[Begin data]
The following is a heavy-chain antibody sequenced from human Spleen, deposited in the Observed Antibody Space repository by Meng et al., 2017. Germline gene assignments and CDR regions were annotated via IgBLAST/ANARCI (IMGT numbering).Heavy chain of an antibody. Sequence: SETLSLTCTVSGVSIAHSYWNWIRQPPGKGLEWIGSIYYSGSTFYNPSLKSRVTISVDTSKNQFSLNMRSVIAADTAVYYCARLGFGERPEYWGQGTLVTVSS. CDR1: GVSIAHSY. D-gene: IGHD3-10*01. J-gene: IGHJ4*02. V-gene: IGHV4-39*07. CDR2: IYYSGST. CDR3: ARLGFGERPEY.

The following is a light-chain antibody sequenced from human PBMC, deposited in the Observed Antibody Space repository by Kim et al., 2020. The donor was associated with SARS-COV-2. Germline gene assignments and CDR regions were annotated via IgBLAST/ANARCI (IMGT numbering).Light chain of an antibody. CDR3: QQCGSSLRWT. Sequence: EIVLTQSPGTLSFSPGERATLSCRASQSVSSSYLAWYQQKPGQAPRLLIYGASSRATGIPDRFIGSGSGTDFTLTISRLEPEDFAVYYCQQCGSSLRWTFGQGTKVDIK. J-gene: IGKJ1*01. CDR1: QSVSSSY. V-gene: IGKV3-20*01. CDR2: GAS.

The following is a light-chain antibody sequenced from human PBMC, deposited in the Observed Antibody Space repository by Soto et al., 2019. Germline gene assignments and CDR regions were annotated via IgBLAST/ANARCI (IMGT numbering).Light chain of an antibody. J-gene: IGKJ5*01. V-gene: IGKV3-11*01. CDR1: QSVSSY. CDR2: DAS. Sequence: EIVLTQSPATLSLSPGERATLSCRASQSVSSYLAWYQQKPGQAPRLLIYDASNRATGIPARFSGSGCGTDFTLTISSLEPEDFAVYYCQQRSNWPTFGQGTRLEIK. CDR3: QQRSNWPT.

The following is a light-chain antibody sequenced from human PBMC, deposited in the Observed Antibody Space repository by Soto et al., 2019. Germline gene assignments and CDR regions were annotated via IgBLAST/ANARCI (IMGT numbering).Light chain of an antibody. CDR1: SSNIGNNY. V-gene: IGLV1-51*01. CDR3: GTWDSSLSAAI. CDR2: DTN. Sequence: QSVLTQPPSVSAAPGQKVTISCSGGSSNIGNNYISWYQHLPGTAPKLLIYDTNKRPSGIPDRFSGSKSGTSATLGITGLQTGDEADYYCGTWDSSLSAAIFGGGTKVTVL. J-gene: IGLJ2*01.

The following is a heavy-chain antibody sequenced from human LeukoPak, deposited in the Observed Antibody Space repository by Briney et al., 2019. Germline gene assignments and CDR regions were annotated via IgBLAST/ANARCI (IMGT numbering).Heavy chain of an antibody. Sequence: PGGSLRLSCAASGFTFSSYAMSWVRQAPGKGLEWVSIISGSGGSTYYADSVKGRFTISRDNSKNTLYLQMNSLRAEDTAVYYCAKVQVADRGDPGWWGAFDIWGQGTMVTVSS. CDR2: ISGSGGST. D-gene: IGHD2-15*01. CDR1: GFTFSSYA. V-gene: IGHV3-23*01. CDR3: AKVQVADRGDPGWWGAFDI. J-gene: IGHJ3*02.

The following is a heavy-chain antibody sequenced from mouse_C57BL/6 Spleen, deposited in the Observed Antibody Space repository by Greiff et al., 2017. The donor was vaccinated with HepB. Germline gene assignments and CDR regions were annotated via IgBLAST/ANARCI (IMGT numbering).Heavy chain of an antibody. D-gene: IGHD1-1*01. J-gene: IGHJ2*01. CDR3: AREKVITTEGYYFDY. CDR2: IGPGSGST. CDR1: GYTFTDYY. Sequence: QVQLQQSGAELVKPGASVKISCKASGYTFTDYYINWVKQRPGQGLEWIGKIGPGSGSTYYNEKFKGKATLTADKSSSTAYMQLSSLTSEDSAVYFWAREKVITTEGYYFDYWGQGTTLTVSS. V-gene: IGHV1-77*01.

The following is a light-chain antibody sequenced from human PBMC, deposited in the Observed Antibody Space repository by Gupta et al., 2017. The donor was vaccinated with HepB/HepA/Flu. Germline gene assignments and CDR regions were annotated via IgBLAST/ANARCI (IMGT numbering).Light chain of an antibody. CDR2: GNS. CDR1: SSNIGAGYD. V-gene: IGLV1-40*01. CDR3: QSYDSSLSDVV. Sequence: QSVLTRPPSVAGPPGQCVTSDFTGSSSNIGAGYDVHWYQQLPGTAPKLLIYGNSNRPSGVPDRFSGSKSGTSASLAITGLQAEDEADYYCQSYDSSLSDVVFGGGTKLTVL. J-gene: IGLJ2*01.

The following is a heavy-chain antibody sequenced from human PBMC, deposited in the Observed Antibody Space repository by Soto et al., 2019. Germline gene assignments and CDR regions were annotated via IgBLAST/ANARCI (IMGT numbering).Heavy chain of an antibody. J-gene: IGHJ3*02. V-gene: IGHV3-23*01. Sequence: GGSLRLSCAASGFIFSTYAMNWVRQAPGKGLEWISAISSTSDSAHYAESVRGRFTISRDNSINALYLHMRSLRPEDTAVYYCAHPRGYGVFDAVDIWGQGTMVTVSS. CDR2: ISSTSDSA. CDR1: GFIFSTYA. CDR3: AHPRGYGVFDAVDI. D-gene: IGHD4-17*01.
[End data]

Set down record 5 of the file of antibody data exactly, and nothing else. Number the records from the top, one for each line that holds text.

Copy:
The following is a heavy-chain antibody sequenced from human LeukoPak, deposited in the Observed Antibody Space repository by Briney et al., 2019. Germline gene assignments and CDR regions were annotated via IgBLAST/ANARCI (IMGT numbering).Heavy chain of an antibody. Sequence: PGGSLRLSCAASGFTFSSYAMSWVRQAPGKGLEWVSIISGSGGSTYYADSVKGRFTISRDNSKNTLYLQMNSLRAEDTAVYYCAKVQVADRGDPGWWGAFDIWGQGTMVTVSS. CDR2: ISGSGGST. D-gene: IGHD2-15*01. CDR1: GFTFSSYA. V-gene: IGHV3-23*01. CDR3: AKVQVADRGDPGWWGAFDI. J-gene: IGHJ3*02.